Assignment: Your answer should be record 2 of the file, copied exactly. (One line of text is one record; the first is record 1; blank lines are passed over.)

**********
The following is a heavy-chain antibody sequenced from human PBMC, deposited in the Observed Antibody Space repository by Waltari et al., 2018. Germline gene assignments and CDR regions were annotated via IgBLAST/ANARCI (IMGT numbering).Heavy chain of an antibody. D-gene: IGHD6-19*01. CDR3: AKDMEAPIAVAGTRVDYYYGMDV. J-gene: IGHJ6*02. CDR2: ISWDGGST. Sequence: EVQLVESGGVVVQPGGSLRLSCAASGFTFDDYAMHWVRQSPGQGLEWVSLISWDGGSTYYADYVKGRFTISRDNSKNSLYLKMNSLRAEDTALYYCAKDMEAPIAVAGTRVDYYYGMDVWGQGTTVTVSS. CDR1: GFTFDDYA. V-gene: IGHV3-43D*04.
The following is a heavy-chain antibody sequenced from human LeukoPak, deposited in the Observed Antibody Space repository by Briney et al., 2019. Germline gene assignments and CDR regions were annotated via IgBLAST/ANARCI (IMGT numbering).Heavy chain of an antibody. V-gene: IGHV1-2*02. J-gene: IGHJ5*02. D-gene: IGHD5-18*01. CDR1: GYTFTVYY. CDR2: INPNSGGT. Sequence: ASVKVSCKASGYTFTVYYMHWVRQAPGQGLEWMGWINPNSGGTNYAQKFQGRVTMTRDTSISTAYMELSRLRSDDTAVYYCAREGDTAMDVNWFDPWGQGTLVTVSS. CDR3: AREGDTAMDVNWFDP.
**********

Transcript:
The following is a heavy-chain antibody sequenced from human LeukoPak, deposited in the Observed Antibody Space repository by Briney et al., 2019. Germline gene assignments and CDR regions were annotated via IgBLAST/ANARCI (IMGT numbering).Heavy chain of an antibody. V-gene: IGHV1-2*02. J-gene: IGHJ5*02. D-gene: IGHD5-18*01. CDR1: GYTFTVYY. CDR2: INPNSGGT. Sequence: ASVKVSCKASGYTFTVYYMHWVRQAPGQGLEWMGWINPNSGGTNYAQKFQGRVTMTRDTSISTAYMELSRLRSDDTAVYYCAREGDTAMDVNWFDPWGQGTLVTVSS. CDR3: AREGDTAMDVNWFDP.